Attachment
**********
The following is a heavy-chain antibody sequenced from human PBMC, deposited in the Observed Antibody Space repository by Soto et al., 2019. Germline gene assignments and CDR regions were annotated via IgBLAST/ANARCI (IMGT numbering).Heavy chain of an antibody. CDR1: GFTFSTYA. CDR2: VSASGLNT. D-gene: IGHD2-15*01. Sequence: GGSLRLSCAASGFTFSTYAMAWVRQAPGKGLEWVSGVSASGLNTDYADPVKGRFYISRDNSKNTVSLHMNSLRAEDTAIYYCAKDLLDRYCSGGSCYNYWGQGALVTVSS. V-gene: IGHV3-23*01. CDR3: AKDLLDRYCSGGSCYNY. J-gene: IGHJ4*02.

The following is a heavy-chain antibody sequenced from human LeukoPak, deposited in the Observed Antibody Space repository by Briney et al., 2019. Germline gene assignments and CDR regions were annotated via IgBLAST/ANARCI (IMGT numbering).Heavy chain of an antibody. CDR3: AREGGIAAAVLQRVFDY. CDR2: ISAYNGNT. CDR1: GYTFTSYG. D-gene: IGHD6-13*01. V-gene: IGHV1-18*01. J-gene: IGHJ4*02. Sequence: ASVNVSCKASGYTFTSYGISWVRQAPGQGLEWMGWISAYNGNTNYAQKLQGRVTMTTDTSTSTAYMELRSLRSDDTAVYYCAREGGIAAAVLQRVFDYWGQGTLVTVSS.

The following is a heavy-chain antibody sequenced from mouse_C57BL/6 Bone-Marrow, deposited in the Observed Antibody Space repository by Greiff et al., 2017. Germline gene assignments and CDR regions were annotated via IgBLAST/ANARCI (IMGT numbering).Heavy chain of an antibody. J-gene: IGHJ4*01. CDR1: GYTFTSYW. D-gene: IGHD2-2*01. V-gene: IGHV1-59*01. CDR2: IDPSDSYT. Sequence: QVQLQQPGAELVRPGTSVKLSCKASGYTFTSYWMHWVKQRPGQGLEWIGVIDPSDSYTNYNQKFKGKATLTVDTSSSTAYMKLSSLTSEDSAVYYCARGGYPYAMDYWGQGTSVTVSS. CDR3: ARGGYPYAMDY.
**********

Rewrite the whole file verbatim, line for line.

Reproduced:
The following is a heavy-chain antibody sequenced from human PBMC, deposited in the Observed Antibody Space repository by Soto et al., 2019. Germline gene assignments and CDR regions were annotated via IgBLAST/ANARCI (IMGT numbering).Heavy chain of an antibody. CDR1: GFTFSTYA. CDR2: VSASGLNT. D-gene: IGHD2-15*01. Sequence: GGSLRLSCAASGFTFSTYAMAWVRQAPGKGLEWVSGVSASGLNTDYADPVKGRFYISRDNSKNTVSLHMNSLRAEDTAIYYCAKDLLDRYCSGGSCYNYWGQGALVTVSS. V-gene: IGHV3-23*01. CDR3: AKDLLDRYCSGGSCYNY. J-gene: IGHJ4*02.

The following is a heavy-chain antibody sequenced from human LeukoPak, deposited in the Observed Antibody Space repository by Briney et al., 2019. Germline gene assignments and CDR regions were annotated via IgBLAST/ANARCI (IMGT numbering).Heavy chain of an antibody. CDR3: AREGGIAAAVLQRVFDY. CDR2: ISAYNGNT. CDR1: GYTFTSYG. D-gene: IGHD6-13*01. V-gene: IGHV1-18*01. J-gene: IGHJ4*02. Sequence: ASVNVSCKASGYTFTSYGISWVRQAPGQGLEWMGWISAYNGNTNYAQKLQGRVTMTTDTSTSTAYMELRSLRSDDTAVYYCAREGGIAAAVLQRVFDYWGQGTLVTVSS.

The following is a heavy-chain antibody sequenced from mouse_C57BL/6 Bone-Marrow, deposited in the Observed Antibody Space repository by Greiff et al., 2017. Germline gene assignments and CDR regions were annotated via IgBLAST/ANARCI (IMGT numbering).Heavy chain of an antibody. J-gene: IGHJ4*01. CDR1: GYTFTSYW. D-gene: IGHD2-2*01. V-gene: IGHV1-59*01. CDR2: IDPSDSYT. Sequence: QVQLQQPGAELVRPGTSVKLSCKASGYTFTSYWMHWVKQRPGQGLEWIGVIDPSDSYTNYNQKFKGKATLTVDTSSSTAYMKLSSLTSEDSAVYYCARGGYPYAMDYWGQGTSVTVSS. CDR3: ARGGYPYAMDY.